The UN Sustainable Development Goals aim equivalence in basic rights, services and needs everywhere and plan to improve healthful conditions whether it’s individuals, urban economics, or life sustained by the planet. As such, specific goals from different SDGs often build upon or intersect with each other. An advantage that flows from these commonalities is that with efficient planning, multiple goals can be worked towards at the same time, thus saving priceless resources of time, effort and funding.
Consider the first two goals: No Poverty and Zero Hunger targeting problems which are widespread in not only developing countries but also afflict specific areas or demographics in the more developed world. For instance, Goal 1.1 seeks to eradicate extreme poverty in the world by 2030, at least by half, which is defined by having only upto $1.25 per day per capita. It doesn’t take a professional to point out that this immediately ties in with Goal 2.1 which seeks to ensure, by 2030, all year round access to food by poor and vulnerable people including infants. With insightful planning, a significant number of the poor and vulnerable section needing better access to food are planned for via Goal 1.1 under the head of extreme poverty.
Government bodies, service providers, and stakeholder or nonprofit organizations can support each other through committees and chart a mutual course of action that cuts through specific, interconnected goals from both SDGs. For instance, as work begins on 2.A toward ‘rural infrastructure’, ‘agricultural research’, and ‘technology development’ targeting a specific area of the country, capable people in extreme poverty can be funnelled through a process of assessment, training, basic education, recruitment, and employment (1.4) as workforce that helps achieve 2.A goals at their skill level. Microfinance initiatives (1.4) to help the extreme poor sustain better living conditions (1.2, 1.3) can be geared towards the contribution of the agricultural system in eliminating hunger (1.4).
Thus the educated poor can be hand-picked to teach relevant parts of an agricultural course teaching sustainable farming strategies to yet another group of the poor who have a history or aptitude for farming. Similarly, an incentive system can be created for the business sector toward ‘proper functioning of food commodity markets’ (2.C), whereby businesses voluntarily contributing to hunger eradication goals (1.1) gain benefits.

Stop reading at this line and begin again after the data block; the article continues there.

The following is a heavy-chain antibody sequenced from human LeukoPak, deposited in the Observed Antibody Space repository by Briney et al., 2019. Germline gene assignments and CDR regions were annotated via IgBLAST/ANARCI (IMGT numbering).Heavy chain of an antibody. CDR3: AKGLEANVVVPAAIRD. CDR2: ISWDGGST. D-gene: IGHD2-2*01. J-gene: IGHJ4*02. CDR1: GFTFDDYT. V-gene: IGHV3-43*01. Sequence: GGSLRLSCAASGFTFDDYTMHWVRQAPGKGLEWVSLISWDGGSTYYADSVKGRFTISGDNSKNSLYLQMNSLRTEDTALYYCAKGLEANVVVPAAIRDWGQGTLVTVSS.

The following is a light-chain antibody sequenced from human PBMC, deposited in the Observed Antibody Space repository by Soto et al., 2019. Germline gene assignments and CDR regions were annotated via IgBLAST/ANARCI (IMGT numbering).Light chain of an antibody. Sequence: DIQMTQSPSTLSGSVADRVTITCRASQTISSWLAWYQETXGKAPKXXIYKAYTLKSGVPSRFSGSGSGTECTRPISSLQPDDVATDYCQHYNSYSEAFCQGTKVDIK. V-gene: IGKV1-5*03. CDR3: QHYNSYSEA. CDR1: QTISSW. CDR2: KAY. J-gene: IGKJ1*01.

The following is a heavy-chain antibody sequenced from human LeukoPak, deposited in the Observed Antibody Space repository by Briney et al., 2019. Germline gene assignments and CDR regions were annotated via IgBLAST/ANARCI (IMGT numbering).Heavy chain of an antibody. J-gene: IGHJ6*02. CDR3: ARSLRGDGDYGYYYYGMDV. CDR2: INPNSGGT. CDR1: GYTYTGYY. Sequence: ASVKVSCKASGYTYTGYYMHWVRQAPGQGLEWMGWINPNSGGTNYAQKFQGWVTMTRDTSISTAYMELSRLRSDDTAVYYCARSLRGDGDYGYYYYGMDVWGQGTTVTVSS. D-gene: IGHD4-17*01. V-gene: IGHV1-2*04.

Targets of mobilizing resources can also be achieved more cost-efficiently by creating a cross-linked strategy. Events aimed at 1.A (targeting funding for poverty-eradicating projects) can also aim jointly at winning investments toward attaining sustainable agriculture needs (2.4). Key stakeholders, government representatives, organization executives, and community and charity leaders can be invited to these events to spread awareness, win donations, showcase achievements, and sell specific incentive or development projects to prospective businesses, in periodic convention formats targeting both poverty and hunger. Again, specific tasks, jobs and positions throughout these events can be delegated to a group of the extremely poor funnelled through the training/recruitment center who have shown exceptional individual or family level attainment or otherwise contributed at community level. This feeds back into the incentive system mobilizing the poor themselves to become active participants in their own development.
Therefore, the first major step for any community, city, national or even an international body planning achievement of goals would be to achieve both general and specific cross-linkages across all 17 goals (HLPF, 2018). Instead of targeting separately or spending numerous resources afresh for each goal individually, monumental savings can be achieved by creating cross-linking systems or networks of goal planning, attainment and sustenance. This approach is now being recognized and adopted at the global level as evidenced in the Expert Group Meeting held for the High-Level Political Forum (2018). Therein, government, private and nonprofit sector leaders came together to both review progress and promote interlinkages among the SDGs as the way forward in successful future attainment of the goals.
High-Level Political Forum(HLPF). (2018). Advancing the 2030 Agenda: Interlinkages and Common Themes at the HLPF 2018. Expert Group Meeting Executive Summary Report. https://sustainabledevelopment.un.org/content/documents/18777Interlinkages_EGM_Su mmary_Report_2018.pdf
Kennedy, J.F. (1963). In Sachs, J. D. (2015). The Age of Sustainable Development . New York:
Columbia University Press, p. 491.
Sachs, J. D. (2015). The Age of Sustainable Development . New York: Columbia University
United Nations (n.d.). About the Sustainable Development Goals.